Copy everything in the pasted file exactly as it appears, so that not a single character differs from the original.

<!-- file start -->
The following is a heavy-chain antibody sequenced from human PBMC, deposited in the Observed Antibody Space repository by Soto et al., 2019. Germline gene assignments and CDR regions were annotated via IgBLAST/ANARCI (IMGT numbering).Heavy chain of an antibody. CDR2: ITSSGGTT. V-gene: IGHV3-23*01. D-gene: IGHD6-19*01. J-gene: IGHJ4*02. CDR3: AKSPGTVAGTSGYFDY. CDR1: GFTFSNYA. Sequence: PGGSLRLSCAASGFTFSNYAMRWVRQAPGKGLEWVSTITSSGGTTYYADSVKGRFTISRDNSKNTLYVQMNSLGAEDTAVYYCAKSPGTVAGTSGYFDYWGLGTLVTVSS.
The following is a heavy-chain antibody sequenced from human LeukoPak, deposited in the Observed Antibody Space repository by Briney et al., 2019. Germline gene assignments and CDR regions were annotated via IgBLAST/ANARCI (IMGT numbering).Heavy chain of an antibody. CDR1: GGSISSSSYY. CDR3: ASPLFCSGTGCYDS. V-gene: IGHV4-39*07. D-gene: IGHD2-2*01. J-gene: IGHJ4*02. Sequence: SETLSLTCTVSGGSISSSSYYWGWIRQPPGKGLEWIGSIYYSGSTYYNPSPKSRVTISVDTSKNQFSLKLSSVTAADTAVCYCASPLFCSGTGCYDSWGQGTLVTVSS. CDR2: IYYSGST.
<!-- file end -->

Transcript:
The following is a heavy-chain antibody sequenced from human PBMC, deposited in the Observed Antibody Space repository by Soto et al., 2019. Germline gene assignments and CDR regions were annotated via IgBLAST/ANARCI (IMGT numbering).Heavy chain of an antibody. CDR2: ITSSGGTT. V-gene: IGHV3-23*01. D-gene: IGHD6-19*01. J-gene: IGHJ4*02. CDR3: AKSPGTVAGTSGYFDY. CDR1: GFTFSNYA. Sequence: PGGSLRLSCAASGFTFSNYAMRWVRQAPGKGLEWVSTITSSGGTTYYADSVKGRFTISRDNSKNTLYVQMNSLGAEDTAVYYCAKSPGTVAGTSGYFDYWGLGTLVTVSS.
The following is a heavy-chain antibody sequenced from human LeukoPak, deposited in the Observed Antibody Space repository by Briney et al., 2019. Germline gene assignments and CDR regions were annotated via IgBLAST/ANARCI (IMGT numbering).Heavy chain of an antibody. CDR1: GGSISSSSYY. CDR3: ASPLFCSGTGCYDS. V-gene: IGHV4-39*07. D-gene: IGHD2-2*01. J-gene: IGHJ4*02. Sequence: SETLSLTCTVSGGSISSSSYYWGWIRQPPGKGLEWIGSIYYSGSTYYNPSPKSRVTISVDTSKNQFSLKLSSVTAADTAVCYCASPLFCSGTGCYDSWGQGTLVTVSS. CDR2: IYYSGST.